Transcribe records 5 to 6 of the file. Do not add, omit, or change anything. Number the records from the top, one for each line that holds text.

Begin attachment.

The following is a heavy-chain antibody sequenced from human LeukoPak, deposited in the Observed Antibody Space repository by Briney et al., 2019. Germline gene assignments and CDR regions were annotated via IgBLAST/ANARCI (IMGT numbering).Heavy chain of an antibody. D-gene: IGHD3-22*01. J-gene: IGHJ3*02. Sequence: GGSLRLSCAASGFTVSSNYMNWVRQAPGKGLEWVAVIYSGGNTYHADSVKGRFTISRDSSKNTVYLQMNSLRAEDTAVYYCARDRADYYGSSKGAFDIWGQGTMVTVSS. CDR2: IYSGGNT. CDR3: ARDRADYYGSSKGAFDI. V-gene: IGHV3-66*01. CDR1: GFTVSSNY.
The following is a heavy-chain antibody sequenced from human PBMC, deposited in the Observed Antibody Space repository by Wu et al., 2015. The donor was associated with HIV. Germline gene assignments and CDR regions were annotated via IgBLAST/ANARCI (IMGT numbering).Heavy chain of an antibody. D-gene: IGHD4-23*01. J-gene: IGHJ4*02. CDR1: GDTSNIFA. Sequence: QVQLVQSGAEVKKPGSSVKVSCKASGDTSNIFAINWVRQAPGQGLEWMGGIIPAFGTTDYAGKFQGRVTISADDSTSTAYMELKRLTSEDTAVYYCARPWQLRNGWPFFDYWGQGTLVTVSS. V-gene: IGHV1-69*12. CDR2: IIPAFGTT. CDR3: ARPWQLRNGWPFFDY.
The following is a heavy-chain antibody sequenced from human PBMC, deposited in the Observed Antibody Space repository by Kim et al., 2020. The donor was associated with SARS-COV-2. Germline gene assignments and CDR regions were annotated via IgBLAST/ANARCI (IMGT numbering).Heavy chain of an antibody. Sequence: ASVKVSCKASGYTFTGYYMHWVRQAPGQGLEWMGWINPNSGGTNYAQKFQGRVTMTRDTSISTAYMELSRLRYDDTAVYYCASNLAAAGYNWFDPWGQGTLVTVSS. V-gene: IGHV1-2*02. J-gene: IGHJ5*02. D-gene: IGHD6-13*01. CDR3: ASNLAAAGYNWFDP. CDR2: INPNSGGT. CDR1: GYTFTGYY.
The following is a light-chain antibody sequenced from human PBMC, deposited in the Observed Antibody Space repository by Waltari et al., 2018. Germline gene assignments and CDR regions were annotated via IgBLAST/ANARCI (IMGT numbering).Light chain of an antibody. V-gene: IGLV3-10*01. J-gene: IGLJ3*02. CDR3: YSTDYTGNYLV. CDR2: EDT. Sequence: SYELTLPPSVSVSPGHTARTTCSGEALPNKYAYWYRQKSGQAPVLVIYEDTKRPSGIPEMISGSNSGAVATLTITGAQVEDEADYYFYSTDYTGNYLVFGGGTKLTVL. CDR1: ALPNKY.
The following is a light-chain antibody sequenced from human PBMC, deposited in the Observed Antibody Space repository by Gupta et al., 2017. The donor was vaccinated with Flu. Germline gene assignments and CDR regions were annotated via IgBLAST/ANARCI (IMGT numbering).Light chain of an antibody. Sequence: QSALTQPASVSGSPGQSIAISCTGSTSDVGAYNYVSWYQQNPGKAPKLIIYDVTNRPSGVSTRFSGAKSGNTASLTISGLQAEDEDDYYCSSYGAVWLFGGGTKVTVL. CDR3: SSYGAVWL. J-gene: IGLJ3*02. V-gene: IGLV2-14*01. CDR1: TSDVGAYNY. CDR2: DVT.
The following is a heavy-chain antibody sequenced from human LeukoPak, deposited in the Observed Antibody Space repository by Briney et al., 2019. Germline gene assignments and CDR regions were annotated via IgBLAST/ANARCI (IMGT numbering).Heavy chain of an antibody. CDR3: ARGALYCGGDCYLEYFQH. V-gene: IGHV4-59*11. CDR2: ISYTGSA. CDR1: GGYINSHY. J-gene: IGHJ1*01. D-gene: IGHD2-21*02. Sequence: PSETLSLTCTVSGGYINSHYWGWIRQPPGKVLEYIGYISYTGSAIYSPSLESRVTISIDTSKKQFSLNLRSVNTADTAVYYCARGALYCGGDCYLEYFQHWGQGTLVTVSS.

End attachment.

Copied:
The following is a light-chain antibody sequenced from human PBMC, deposited in the Observed Antibody Space repository by Gupta et al., 2017. The donor was vaccinated with Flu. Germline gene assignments and CDR regions were annotated via IgBLAST/ANARCI (IMGT numbering).Light chain of an antibody. Sequence: QSALTQPASVSGSPGQSIAISCTGSTSDVGAYNYVSWYQQNPGKAPKLIIYDVTNRPSGVSTRFSGAKSGNTASLTISGLQAEDEDDYYCSSYGAVWLFGGGTKVTVL. CDR3: SSYGAVWL. J-gene: IGLJ3*02. V-gene: IGLV2-14*01. CDR1: TSDVGAYNY. CDR2: DVT.
The following is a heavy-chain antibody sequenced from human LeukoPak, deposited in the Observed Antibody Space repository by Briney et al., 2019. Germline gene assignments and CDR regions were annotated via IgBLAST/ANARCI (IMGT numbering).Heavy chain of an antibody. CDR3: ARGALYCGGDCYLEYFQH. V-gene: IGHV4-59*11. CDR2: ISYTGSA. CDR1: GGYINSHY. J-gene: IGHJ1*01. D-gene: IGHD2-21*02. Sequence: PSETLSLTCTVSGGYINSHYWGWIRQPPGKVLEYIGYISYTGSAIYSPSLESRVTISIDTSKKQFSLNLRSVNTADTAVYYCARGALYCGGDCYLEYFQHWGQGTLVTVSS.